For the purpose of this review, I used my Onkyo IE-C3 for IEM testing and the BGVP DMG. All files were FLAC 16/44 or FLAC 96/24 from Qobuz, be it in USB DAC mode or pure player mode.
Streaming comes from Spotify in “exceptional” mode and low gain.
FiiO M6 > FiiO M7. I know you’re reading it a lot but… what’s the point of the FiiO M7 again ? In direct comparison, the FiiO M6 seems to give you better performances than the M7. The soundstage is wider, decay and sustain feels more natural, even if you don’t listen to them one after the other.
It’s not a powerful DAP by any means and, apart for IEMs or portable headphones, I would not really recommend the FiiO M6. I briefly tested it with the Sennheiser HD800 and, no surprise, the volume was not high enough to really enjoy the headphone.
Thankfully, with the Onkyo it’s a really enjoyable experience. Crisp mids, great vocals and overall the typical FiiO signature, in a smaller format. The FiiO M9 gives you better performances, thanks to its symmetrical output, but for the price the M6 is a great DAP. Frankly, it’s amazing to hear how much this device has evolved from the old FiiO X1 and X3…
On the computer, it’s a great DAC/AMP that can be carried almost anywhere. Sound is the same from the SD-Card and the USB, so you can confidently hook it up to your PC/MAC.
Highs : crisp. This is where I could prefer the FiiO M6 above the M7 and even the M9. Sabre DACs always shine with excellent restitution of female vocals and high-pitched notes. The AKM AK4490 in the M9 sounds a little more mellow, yet more accurate, but I could prefer the M6. Try it on some Max Richter tracks, really.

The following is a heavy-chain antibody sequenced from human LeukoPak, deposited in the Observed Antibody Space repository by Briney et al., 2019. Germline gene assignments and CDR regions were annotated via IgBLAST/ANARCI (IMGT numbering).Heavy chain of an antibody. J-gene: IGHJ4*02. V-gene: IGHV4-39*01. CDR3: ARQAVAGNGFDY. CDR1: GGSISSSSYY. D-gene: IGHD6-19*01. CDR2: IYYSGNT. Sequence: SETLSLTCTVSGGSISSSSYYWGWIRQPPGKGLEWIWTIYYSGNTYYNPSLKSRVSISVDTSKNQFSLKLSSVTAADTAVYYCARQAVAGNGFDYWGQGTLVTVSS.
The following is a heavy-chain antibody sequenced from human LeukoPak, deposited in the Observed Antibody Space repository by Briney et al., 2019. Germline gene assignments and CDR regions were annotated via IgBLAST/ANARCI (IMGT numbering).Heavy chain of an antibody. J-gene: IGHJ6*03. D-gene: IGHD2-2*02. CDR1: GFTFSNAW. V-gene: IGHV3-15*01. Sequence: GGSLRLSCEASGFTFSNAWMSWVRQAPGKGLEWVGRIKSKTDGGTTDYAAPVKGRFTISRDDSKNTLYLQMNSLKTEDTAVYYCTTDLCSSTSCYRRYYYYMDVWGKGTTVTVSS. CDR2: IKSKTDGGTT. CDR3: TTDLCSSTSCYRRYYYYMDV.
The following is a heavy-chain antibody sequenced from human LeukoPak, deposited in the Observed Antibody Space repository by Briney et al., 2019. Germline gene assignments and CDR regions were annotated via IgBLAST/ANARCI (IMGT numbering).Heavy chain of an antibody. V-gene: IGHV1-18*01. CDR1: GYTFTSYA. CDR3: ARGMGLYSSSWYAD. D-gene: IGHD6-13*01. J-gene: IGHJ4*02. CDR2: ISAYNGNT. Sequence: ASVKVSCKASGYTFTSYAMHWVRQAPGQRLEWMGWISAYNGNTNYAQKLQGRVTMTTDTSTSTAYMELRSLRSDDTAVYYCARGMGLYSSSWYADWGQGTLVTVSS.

Mids : smooth. Not as good as the FiiO M9, by any means, but it still outperforms the FiiO M7. It shares a lot with the FiiO K3 and the M6 feels very even in the mids section. As usual, it’s the main strength of the FiiO players and if you have a versatile music library, this DAP should suits all needs.
Lows : good, but not as good as on the M9. The FiiO M6 amplification doesn’t give you a bass as tight as the M9. Compared to the FiiO M7, the difference is much more subtle and if not bad, it’s not amazing either. Hook up another amp if you really want to check how good is the Sabre 9018Q2C.
Noise : good points here, I never heard any noise whatsoever on my IEMs. If a silent background is your top priority, this will suit you!
Let’s cut to the chase : for 150€, the FiiO M6 is a no-brainer. It blends good performances – neat design – great battery life – extensive capability and it can even be connected to another DAC through USB.
It’s fast, easy to carry and, even if not the best, the screen can suit almost any use. You can either stream from your usual sound carrier or navigate through FiiO music and never feel that old feeling of “it’s meh but the sound is good”. Anyway, with the FiiO M6, M7 and M9, the brand offers a complete range of player for every need. Objectively, it’s hard not to recommend each one, depending of your setup, as they both give you more, for less.
Subjectively, if you already own a FiiO M7, you can directly switch to the FiiO M9. If you don’t own a FiiO M7 and are on a tight budget, go for the M6. If you want to get a FiiO M7, go for the FiiO M6, unless you prefer the design of the M7, like me.